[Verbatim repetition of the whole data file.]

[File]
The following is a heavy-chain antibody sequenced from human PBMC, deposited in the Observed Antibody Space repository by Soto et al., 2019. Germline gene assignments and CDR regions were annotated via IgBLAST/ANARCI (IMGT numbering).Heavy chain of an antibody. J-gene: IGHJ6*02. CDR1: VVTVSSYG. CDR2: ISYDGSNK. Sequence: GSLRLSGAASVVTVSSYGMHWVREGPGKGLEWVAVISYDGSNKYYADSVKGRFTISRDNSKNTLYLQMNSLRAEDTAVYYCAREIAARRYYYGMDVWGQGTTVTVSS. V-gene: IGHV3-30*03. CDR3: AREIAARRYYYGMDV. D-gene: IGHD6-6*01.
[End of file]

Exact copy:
The following is a heavy-chain antibody sequenced from human PBMC, deposited in the Observed Antibody Space repository by Soto et al., 2019. Germline gene assignments and CDR regions were annotated via IgBLAST/ANARCI (IMGT numbering).Heavy chain of an antibody. J-gene: IGHJ6*02. CDR1: VVTVSSYG. CDR2: ISYDGSNK. Sequence: GSLRLSGAASVVTVSSYGMHWVREGPGKGLEWVAVISYDGSNKYYADSVKGRFTISRDNSKNTLYLQMNSLRAEDTAVYYCAREIAARRYYYGMDVWGQGTTVTVSS. V-gene: IGHV3-30*03. CDR3: AREIAARRYYYGMDV. D-gene: IGHD6-6*01.